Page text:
Most of the time, it's best to be among the first to market with a new product. These companies have the chance to quickly gain market share. And if they do things right -- keep it.

But there are times when a late entry is just fine or even preferable. That's the case right now for CureVac (NASDAQ:CVAC). The biotech company expects to report data from phase 3 studies of its coronavirus vaccine candidate in the coming weeks. And CEO Franz-Werner Haas said in a CNBC interview that he expects European authorization in early June. Let's take a look at why the company has a chance at gaining significant market share there.

A masked woman looks into the camera and holds onto her arm after received a coronavirus vaccine.

Image source: Getty Images.

1. The Woes of Rivals

The troubles of rivals AstraZeneca (NASDAQ:AZN) and Johnson & Johnson (NYSE:JNJ) offer CureVac an opportunity to become a leader in Europe. Several European countries temporarily suspended use of the AstraZeneca vaccine last month after some vaccinated individuals developed blood clots. Since, most countries have resumed AstraZeneca vaccinations -- but have limited use to certain age groups.

As for J&J, it's delaying its vaccine launch in Europe. That's as U.S. regulators study cases of rare blood clots in some individuals who received its vaccine. And here's the worst news for J&J and AstraZeneca: Italian newspaper La Stampa reported the European Commission wouldn't renew vaccine contracts with both companies next year.

At the same time, Europe's vaccination rollout has fallen behind. For example, only 18% of European Union residents have received at least one dose of a coronavirus vaccine. That compares to about 40% of U.S. residents. And residents of many European countries -- such has France -- are struggling to secure vaccine appointments because of supply shortages.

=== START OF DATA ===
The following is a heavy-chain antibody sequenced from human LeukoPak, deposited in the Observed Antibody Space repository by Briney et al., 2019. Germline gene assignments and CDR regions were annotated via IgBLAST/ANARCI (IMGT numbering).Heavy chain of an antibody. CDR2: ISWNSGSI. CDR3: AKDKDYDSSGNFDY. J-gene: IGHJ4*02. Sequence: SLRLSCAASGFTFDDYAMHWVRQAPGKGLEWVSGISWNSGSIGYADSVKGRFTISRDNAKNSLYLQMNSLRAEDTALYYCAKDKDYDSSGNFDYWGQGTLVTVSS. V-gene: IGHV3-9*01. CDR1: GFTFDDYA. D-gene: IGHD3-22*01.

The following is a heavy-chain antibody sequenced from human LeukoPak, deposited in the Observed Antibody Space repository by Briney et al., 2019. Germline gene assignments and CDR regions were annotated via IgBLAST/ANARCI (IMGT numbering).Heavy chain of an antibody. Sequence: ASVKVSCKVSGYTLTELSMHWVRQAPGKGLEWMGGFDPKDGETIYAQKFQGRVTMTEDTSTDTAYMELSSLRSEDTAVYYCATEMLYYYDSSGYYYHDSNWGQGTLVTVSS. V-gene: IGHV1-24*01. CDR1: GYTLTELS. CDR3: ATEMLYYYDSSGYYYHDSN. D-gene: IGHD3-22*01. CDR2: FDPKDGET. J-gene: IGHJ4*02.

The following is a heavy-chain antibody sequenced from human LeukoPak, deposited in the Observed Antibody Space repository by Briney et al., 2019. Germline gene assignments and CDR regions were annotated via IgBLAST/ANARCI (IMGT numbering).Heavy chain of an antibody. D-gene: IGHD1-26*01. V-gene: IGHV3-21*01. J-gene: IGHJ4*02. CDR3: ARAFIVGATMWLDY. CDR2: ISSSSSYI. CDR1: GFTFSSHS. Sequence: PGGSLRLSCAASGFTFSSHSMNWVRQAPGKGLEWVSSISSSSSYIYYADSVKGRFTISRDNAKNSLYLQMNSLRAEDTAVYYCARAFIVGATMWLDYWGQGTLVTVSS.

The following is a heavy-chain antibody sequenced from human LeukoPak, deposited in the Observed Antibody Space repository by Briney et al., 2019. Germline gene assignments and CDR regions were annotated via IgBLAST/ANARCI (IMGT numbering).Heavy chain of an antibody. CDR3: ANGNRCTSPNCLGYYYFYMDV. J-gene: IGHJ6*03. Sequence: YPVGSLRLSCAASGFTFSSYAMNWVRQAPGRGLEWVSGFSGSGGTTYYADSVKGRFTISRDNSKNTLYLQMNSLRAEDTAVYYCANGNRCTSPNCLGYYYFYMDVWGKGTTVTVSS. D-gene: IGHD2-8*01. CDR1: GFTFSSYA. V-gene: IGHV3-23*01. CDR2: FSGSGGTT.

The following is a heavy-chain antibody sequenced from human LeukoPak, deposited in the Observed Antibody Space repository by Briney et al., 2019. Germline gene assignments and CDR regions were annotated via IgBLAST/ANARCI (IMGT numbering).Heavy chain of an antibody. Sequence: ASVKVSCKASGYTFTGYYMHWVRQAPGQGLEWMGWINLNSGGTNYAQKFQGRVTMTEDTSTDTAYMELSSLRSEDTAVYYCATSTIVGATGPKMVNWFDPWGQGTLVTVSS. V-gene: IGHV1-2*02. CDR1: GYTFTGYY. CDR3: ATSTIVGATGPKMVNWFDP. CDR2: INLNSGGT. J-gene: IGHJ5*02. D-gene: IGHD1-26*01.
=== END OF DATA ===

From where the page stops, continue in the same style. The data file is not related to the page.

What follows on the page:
CureVac already signed an advance purchase agreement with the European Commission for 225 million doses. The deal includes an option for 180 million additional doses. Considering Europe's vaccination situation, it's reasonable to imagine the countries ordering the extra doses -- and eventually more.

2. Logistic strength

CureVac has more than just a vaccine. It has the ability to produce a great number of doses. In fact, CureVac already is manufacturing its vaccine so that it will be ready to meet demand if European regulators give it the nod.

The company has made scaling up a priority. It plans to produce as many as 300 million doses this year and one billion doses next year. CureVac has in-house production capacity. But the company has also built out a manufacturing network including major names such as Wacker Chemie and Novartis. Working with a network of experts may minimize the risk of supply chain disruptions. And CureVac expects to open its own large-scale production facility in the second half of 2022.

So, CureVac is setting itself up for success when it comes to delivering vaccines to customers. The company also has another logistic strength. And it has to do with the vaccine candidate itself. Like Moderna and Pfizer, CureVac has developed an mRNA vaccine. But CureVac's has easier storage requirements. It can be kept at standard refrigerator temperatures for at least three months. Moderna's can be stored at those temperatures for up to one month. Pfizer's vaccine may only stay in refrigerator temperatures for five days.

This point could win over countries and healthcare systems that have struggled to distribute and store the Pfizer and Moderna vaccines.

What does this mean for investors?

CureVac could become a leader in the European coronavirus vaccine market. And that could lead to billions in revenue. A Reuters report late last year said the EU would pay 10 euros ($12.06) a dose for a CureVac vaccine. That means revenue of more than $2.7 billion from just the initial order.

I like the revenue prospects. And I like CureVac's cash position. The company at the end of December had more than $1.59 billion. And it raised $517.5 million in a share sale earlier this year.

The one element that would make me a bit cautious is the fact that CureVac will rely on the coronavirus program for quite a while. It's other pipeline programs are all phase 1 or earlier. So, chances of revenue from other products are years away. And that's why this biotech stock is best left to aggressive investors.

This article represents the opinion of the writer, who may disagree with the “official” recommendation position of a Motley Fool premium advisory service. We’re motley! Questioning an investing thesis -- even one of our own -- helps us all think critically about investing and make decisions that help us become smarter, happier, and richer.